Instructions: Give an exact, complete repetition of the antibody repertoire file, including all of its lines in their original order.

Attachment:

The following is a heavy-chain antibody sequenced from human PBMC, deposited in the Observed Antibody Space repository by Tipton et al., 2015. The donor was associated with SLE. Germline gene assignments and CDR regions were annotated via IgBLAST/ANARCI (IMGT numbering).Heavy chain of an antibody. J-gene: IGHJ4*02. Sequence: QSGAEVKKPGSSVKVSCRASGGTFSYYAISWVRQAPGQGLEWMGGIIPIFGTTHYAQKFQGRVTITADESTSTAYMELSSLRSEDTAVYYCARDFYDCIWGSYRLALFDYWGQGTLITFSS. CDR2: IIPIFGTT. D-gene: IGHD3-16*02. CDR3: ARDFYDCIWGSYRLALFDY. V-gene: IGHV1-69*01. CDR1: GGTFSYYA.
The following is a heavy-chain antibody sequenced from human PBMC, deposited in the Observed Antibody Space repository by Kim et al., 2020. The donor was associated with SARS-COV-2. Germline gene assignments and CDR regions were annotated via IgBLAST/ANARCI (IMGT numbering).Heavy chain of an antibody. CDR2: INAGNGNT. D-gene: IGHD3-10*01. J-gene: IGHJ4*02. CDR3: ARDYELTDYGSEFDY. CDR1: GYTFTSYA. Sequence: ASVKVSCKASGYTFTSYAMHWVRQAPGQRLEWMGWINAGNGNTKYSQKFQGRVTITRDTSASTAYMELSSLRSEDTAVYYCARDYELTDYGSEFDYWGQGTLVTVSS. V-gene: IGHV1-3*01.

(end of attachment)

The following is a heavy-chain antibody sequenced from human PBMC, deposited in the Observed Antibody Space repository by Tipton et al., 2015. The donor was associated with SLE. Germline gene assignments and CDR regions were annotated via IgBLAST/ANARCI (IMGT numbering).Heavy chain of an antibody. J-gene: IGHJ4*02. Sequence: QSGAEVKKPGSSVKVSCRASGGTFSYYAISWVRQAPGQGLEWMGGIIPIFGTTHYAQKFQGRVTITADESTSTAYMELSSLRSEDTAVYYCARDFYDCIWGSYRLALFDYWGQGTLITFSS. CDR2: IIPIFGTT. D-gene: IGHD3-16*02. CDR3: ARDFYDCIWGSYRLALFDY. V-gene: IGHV1-69*01. CDR1: GGTFSYYA.
The following is a heavy-chain antibody sequenced from human PBMC, deposited in the Observed Antibody Space repository by Kim et al., 2020. The donor was associated with SARS-COV-2. Germline gene assignments and CDR regions were annotated via IgBLAST/ANARCI (IMGT numbering).Heavy chain of an antibody. CDR2: INAGNGNT. D-gene: IGHD3-10*01. J-gene: IGHJ4*02. CDR3: ARDYELTDYGSEFDY. CDR1: GYTFTSYA. Sequence: ASVKVSCKASGYTFTSYAMHWVRQAPGQRLEWMGWINAGNGNTKYSQKFQGRVTITRDTSASTAYMELSSLRSEDTAVYYCARDYELTDYGSEFDYWGQGTLVTVSS. V-gene: IGHV1-3*01.